The self-doubt, by the way, shortchanges the Right’s own recent string of victories: the surge in pro-life sentiment to the point that it is half the country; the discrediting of the Affordable Care Act, which is less popular now than the day it passed; the defeat of comprehensive amnesty for illegal immigrants and its failure to resurface even in a Democratic Congress; the preservation of the Bush tax cuts; successive 2011 budget deals that downsized spending without giving an inch on taxes; and a Democratic president’s wholesale adoption of the terror-fighting techniques of his Republican predecessor. If it’s not exactly the stuff of conservative fantasies, it’s a more than respectable win total given the devastated state of Republicans in early 2009.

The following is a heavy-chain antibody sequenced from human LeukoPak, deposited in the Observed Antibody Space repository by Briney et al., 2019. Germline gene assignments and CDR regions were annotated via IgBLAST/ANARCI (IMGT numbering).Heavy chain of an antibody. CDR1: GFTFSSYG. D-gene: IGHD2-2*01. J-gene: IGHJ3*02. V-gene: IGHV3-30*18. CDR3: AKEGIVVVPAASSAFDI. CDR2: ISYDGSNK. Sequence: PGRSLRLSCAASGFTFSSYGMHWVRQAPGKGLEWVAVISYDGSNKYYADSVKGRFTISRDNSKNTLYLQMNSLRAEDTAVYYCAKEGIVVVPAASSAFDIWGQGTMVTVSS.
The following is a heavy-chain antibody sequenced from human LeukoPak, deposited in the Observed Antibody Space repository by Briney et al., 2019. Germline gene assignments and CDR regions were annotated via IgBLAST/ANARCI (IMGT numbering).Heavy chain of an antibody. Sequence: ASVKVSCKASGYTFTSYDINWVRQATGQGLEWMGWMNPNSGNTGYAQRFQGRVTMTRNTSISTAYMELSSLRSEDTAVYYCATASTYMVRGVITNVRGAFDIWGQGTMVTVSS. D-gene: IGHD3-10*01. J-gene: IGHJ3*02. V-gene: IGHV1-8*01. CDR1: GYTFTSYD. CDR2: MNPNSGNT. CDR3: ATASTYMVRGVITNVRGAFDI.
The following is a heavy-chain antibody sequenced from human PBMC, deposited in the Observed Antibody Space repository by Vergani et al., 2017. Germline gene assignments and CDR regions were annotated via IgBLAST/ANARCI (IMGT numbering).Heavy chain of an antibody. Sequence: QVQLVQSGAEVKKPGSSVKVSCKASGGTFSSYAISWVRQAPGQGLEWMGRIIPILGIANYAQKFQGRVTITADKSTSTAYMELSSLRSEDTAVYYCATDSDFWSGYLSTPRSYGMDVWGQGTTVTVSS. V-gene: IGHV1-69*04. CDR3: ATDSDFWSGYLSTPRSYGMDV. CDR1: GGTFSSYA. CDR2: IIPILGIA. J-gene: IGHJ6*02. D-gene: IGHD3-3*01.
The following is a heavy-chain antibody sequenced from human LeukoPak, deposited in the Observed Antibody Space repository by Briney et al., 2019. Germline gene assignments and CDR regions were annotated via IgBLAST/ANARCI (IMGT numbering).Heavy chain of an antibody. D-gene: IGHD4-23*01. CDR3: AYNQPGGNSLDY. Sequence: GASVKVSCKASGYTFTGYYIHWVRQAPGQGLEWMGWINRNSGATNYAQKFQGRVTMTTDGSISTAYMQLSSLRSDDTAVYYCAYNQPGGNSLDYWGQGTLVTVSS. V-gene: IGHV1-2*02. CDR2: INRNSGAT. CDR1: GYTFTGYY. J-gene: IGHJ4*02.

Surely, the late Breitbart and Limbaugh deserve their share of credit for a successful guerilla movement that has limited Democratic gains; they both may well end up mattering more in the scheme of things than Romney or Santorum. But the claim that Breitbart and Limbaugh are emblematic and vital to conservatism? That distinction belongs not to the provocateurs, but to a host of politicians who in their own way trouble liberals much more: a Chris Christie, who is remaining popular while skillfully overturning the priorities of public sector unions in a Democratic state; a Marco Rubio and Bobby Jindal, who refute the myth that Republicans don’t represent the textures of a changing country; and a Mitch Daniels, who won’t let go of the notion that conservatives have to care about abandoned, shuttered communities.
These voices are the ones that will re-embolden conservatives. Otherwise, the right returns to what it was in the nineties: a master of grassroots discontent suited to undermining more than leading; a vigorous, crafty insurgency that functions better out of power.